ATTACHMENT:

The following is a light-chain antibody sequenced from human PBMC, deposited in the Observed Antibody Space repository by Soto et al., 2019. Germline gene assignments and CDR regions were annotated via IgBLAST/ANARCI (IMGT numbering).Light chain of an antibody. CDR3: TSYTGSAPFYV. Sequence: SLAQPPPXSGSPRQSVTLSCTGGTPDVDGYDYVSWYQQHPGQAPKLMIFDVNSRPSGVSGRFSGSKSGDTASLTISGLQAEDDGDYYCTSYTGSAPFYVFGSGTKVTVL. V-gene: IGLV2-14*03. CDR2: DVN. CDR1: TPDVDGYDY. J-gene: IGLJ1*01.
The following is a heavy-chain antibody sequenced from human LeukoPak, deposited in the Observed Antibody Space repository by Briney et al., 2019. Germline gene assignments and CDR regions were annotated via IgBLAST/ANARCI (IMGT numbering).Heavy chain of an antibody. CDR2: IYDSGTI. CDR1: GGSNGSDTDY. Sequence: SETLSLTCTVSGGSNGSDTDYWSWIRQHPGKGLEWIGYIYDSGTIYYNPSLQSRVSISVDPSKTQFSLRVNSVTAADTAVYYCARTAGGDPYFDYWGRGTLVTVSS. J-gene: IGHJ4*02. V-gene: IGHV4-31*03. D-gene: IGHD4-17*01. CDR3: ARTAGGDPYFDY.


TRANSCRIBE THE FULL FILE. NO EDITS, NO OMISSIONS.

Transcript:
The following is a light-chain antibody sequenced from human PBMC, deposited in the Observed Antibody Space repository by Soto et al., 2019. Germline gene assignments and CDR regions were annotated via IgBLAST/ANARCI (IMGT numbering).Light chain of an antibody. CDR3: TSYTGSAPFYV. Sequence: SLAQPPPXSGSPRQSVTLSCTGGTPDVDGYDYVSWYQQHPGQAPKLMIFDVNSRPSGVSGRFSGSKSGDTASLTISGLQAEDDGDYYCTSYTGSAPFYVFGSGTKVTVL. V-gene: IGLV2-14*03. CDR2: DVN. CDR1: TPDVDGYDY. J-gene: IGLJ1*01.
The following is a heavy-chain antibody sequenced from human LeukoPak, deposited in the Observed Antibody Space repository by Briney et al., 2019. Germline gene assignments and CDR regions were annotated via IgBLAST/ANARCI (IMGT numbering).Heavy chain of an antibody. CDR2: IYDSGTI. CDR1: GGSNGSDTDY. Sequence: SETLSLTCTVSGGSNGSDTDYWSWIRQHPGKGLEWIGYIYDSGTIYYNPSLQSRVSISVDPSKTQFSLRVNSVTAADTAVYYCARTAGGDPYFDYWGRGTLVTVSS. J-gene: IGHJ4*02. V-gene: IGHV4-31*03. D-gene: IGHD4-17*01. CDR3: ARTAGGDPYFDY.